A Russian website is spying on thousands of people through the owners' computers.
Volvo is showing off its autonomous vehicles, which it claims could prevent car crashes
The South African government scrambles to thwart illegal killing and save what remains of its threatened rhino population
Doctors have used perfect replicas of childrens' hearts to uncover and repair hidden defects
Alan Turing, the man who pioneered computing, also forced the world to question what it means to be human
A dramatic study—and an equally dramatic video simulation—reveal a cataclysmic cosmic event
During sleep, the brain locks in existing memories and can even form new ones. Scientists say they are starting to understand how that happens. A midnight snack may interfere.
Silicone material moulded into microscopic slanted wedges grip glass, metal, wood and plastic in a similar way to gecko’s feetAspiring superheroes may soon be able to climb like Spider-Man thanks to scientists working with the US military who have developed a material which enables a human to ascend a vertical glass wall.The researchers, inspired by the sticky toes of geckos, created hand-sized silicone pads covered with tiny ridges that are capable of adhering to smooth surfaces.
An experiment testing people’s altruism in the face of electric shocks is clear on one thing: we are drawn to these little blasts
Look for wasted urban heat and you see it everywhere. Cities worldwide are finally starting to address this with collective methods to stay toasty
NASA has created a new, super high-resolution visualization of a year of CO2 swirling around in the atmosphere. The post Striking Animation Shows One Year of CO2 Swirling Through the Atmosphere appeared first on WIRED.
Dan Winters There’s no way to anticipate the emotional impact of leaving your home planet. You look down at Earth and realize: You’re not on it. It’s breathtaking. It’s surreal. It’s a “we’re not in Kansas anymore, Toto” kind of feeling.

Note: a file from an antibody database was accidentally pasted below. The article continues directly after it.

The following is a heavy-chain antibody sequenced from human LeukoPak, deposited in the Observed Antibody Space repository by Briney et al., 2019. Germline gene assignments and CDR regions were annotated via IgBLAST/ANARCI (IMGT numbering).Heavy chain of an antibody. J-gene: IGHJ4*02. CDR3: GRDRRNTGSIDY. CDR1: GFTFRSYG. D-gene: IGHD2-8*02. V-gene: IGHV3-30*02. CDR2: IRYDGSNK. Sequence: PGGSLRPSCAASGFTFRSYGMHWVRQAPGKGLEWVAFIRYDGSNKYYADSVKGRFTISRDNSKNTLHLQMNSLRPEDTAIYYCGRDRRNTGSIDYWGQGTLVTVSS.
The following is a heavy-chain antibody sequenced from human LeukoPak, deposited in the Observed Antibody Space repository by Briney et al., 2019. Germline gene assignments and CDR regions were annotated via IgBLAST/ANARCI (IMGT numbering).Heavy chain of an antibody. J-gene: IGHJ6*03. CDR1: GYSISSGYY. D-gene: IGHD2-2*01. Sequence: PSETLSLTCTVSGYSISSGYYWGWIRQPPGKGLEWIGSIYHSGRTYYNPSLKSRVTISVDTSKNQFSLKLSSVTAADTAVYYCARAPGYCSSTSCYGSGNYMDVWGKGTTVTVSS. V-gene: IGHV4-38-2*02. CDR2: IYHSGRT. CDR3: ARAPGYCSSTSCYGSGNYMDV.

The Green Climate Fund to help poor nations adapt to climate change may reach its initial target of $10 billion by this week's deadline
A Russian spacecraft is visiting satellites, raising fears it could be part of an anti-satellite programme – if it's not an inspection craft
The European Space Agency has announced that Philae has detected organic molecules on comet 67P – and there are many more scientific discoveries to come
They walk among us. Natural experiments, living ordinary lives, unaware that their genes may hold the clue to the next superdrug.
European comet lander Philae 'sniffed' organic molecules containing the carbon element that is the basis of life on Earth before its primary battery ran out and it shut down, German scientists said.
Boeing Co is working with the U.S. Missile Defense Agency to address quality and reliability issues with the sharply criticized $41 billion homeland missile defense system by adopting controls from space programs, a company official said.
A British space venture is giving ordinary citizens the chance to leave their mark on the moon in a decade's time while helping scientists scout a possible location for a permanent base there.
A new Toyota model could change the way Americans power their cars
A new study found that polar bears numbers have fallen by 40 percent as they struggle to feed themselves
One scientist is tagging hundreds of sharks in Florida in the hopes that their movements could help forecast extreme weather
Researchers at Google and Stanford University are teaching computers to recognize images well enough to write spot-on captions for them
A crowd at the Santa Barbara Zoo got a pleasant surprise when its latest star attraction, a baby giraffe, came out for a jaunt
A new ruling by the NTSB is rattling America's fledgling drone industry. While the Federal Aviation Administration is still considering how to regulate the commercial use of drones, NTSB is calling them aircraft, which could set a precedent. Jeff Pegues reports.
A pair of sort-of comets pose a puzzle for astronomers
Researchers gear up tests in West Africa to see whether blood from Ebola survivors can help people who are sick with the disease. This is part of a broader effort to test therapies in West Africa.
Researchers have developed a sensor (no batteries required) that creates a barcode indicating the amount of pollutants and their whereabouts in water
A massive white matter tract at the back of the brain, overlooked for the past century, might be crucial for skills such as reading.
An award-winning book on optical illusions explains the science of tricking your brain.